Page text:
Can You Capture This Moment?
Before Barack Obama ran for president, Time magazine named "You" its 2006 Person of the Year. "Consumer-generated content" was the strategy of choice for enterprises of every kind. MySpace and YouTube put a name to a much broader cultural shift: Spectators, no longer passive, are using new media technologies to claim a share of the only resource that matters in a multi-mediated world -- attention.
During the campaign, the Obama brain trust took advantage of this development in the most consequential way imaginable. Obama offered his millions of online supporters the experience of being part of perhaps the most astonishing political phenomenon in American history. The inauguration will be a celebration of their collective significance. Everyone who was part of the Obama phenomenon will want to be part of that moment, too.
But an exquisite little dilemma presents itself. How to be there? Does one participate virtually -- by way of all the media platforms that constituted the phenomenon in the first place? What about the reality option? Do you make the trek to Washington, knowing that 5,000 Port-a-Potties stand ready for your comfort and convenience? It's a pickle -- especially since Generation O is used to having it both ways. Many of them have been to Obama's huge rallies, seen him in the flesh, heard that voice that manages to be both earnest and self-aware -- such a relief to a generation haunted by irony. But then, at those rallies, they could also text and Twitter and check out streaming video on their portable screens. It was part of the ritual of an Obama rally: being there both ways.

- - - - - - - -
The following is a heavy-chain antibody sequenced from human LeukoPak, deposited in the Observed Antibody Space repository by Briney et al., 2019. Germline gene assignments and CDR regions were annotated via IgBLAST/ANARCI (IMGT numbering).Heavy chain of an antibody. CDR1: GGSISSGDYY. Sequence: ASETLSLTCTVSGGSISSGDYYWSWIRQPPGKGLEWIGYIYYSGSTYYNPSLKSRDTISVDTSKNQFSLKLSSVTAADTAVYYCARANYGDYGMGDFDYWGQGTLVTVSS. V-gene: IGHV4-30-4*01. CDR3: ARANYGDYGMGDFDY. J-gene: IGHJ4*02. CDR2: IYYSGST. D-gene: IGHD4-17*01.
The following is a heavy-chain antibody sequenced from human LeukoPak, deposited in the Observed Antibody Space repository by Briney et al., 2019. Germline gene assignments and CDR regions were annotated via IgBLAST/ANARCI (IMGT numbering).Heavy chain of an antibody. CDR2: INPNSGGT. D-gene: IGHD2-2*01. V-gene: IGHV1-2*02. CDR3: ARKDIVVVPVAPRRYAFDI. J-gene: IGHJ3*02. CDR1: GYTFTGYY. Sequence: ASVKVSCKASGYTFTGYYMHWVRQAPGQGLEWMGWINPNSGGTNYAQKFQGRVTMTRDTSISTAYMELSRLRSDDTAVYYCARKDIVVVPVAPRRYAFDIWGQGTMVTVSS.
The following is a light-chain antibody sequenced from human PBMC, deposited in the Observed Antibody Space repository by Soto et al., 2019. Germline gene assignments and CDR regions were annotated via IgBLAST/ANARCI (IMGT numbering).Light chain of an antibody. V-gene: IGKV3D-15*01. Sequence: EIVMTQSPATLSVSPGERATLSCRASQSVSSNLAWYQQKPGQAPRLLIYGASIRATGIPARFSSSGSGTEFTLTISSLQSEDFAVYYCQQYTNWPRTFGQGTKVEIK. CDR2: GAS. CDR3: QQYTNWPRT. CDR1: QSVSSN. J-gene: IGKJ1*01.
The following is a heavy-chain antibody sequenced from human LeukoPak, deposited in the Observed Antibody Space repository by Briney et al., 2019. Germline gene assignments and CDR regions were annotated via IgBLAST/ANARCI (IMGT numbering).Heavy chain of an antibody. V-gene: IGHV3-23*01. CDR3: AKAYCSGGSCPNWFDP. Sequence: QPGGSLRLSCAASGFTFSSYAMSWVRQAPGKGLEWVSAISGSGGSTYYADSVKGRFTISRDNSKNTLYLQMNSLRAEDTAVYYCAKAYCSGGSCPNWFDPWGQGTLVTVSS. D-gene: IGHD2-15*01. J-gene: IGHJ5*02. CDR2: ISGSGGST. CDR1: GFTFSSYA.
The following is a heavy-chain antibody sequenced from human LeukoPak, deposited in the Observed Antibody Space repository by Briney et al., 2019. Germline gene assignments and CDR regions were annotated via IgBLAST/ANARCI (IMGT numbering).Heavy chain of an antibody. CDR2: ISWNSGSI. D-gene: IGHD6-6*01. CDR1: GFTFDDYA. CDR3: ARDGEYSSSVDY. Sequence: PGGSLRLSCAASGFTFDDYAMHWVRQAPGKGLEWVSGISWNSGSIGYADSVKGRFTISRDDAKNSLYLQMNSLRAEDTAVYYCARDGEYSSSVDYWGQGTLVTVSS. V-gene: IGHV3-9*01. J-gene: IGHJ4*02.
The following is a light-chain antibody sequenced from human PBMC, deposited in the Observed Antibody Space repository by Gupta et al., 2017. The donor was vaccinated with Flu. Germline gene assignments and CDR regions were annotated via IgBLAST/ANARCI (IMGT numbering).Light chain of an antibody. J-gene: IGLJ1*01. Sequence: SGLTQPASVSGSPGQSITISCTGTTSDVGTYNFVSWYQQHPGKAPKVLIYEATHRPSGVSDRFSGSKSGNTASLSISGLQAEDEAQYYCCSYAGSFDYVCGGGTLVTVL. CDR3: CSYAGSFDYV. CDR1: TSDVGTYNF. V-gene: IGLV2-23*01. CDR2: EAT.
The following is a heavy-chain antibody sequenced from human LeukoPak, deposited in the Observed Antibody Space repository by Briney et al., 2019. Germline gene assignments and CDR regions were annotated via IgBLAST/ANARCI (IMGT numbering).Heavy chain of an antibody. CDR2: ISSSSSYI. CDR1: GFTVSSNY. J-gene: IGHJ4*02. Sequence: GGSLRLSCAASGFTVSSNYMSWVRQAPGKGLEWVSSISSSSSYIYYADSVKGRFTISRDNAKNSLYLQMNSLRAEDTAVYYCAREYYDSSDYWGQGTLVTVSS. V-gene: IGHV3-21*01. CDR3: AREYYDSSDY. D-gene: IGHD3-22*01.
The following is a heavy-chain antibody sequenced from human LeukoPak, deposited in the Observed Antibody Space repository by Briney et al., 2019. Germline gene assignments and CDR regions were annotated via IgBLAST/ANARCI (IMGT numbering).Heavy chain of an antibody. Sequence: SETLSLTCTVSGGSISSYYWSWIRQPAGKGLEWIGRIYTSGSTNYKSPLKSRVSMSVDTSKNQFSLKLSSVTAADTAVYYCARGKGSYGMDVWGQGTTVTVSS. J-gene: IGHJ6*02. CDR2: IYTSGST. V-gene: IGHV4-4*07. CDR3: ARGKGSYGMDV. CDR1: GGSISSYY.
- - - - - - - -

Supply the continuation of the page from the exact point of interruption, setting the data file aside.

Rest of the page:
But on Tuesday, unless you are very lucky, very powerful or very, very patient, the reality option is going to swallow you up. You will be downsized. You won't experience "The Inauguration of Barack Obama"; you will experience a sliver of it.
For people who were part of the online Obama phenomenon and decide to go to Washington, a few attitude adjustments will be necessary. For some, the effect will be salutary; it can be a relief to experience your actual place in the great scheme of things. But others are likely to find their reduced position intolerable. Restless in their confinement, they will begin to text, snap pictures and check out video to see what they're missing -- which will be so much, after all, that in principle there will be no reason to stop checking. Those who insist on having it both ways on this occasion will be missing what total access cannot provide: the entirety of a momentous scene, as you see it unfolding, and the texture of what happens to be in it.
-- Thomas de Zengotita, author of "Mediated: How the Media Shapes Your World and the Way You Live in It"